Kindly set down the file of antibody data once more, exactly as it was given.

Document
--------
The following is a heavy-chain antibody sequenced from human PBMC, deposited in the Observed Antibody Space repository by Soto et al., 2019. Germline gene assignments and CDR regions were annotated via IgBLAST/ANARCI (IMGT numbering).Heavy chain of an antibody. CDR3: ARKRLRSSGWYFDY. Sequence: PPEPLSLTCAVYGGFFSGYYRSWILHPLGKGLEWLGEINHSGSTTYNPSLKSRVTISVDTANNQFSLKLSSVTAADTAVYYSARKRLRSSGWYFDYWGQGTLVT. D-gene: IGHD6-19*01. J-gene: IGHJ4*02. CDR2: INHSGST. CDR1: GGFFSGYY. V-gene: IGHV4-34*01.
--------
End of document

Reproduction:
The following is a heavy-chain antibody sequenced from human PBMC, deposited in the Observed Antibody Space repository by Soto et al., 2019. Germline gene assignments and CDR regions were annotated via IgBLAST/ANARCI (IMGT numbering).Heavy chain of an antibody. CDR3: ARKRLRSSGWYFDY. Sequence: PPEPLSLTCAVYGGFFSGYYRSWILHPLGKGLEWLGEINHSGSTTYNPSLKSRVTISVDTANNQFSLKLSSVTAADTAVYYSARKRLRSSGWYFDYWGQGTLVT. D-gene: IGHD6-19*01. J-gene: IGHJ4*02. CDR2: INHSGST. CDR1: GGFFSGYY. V-gene: IGHV4-34*01.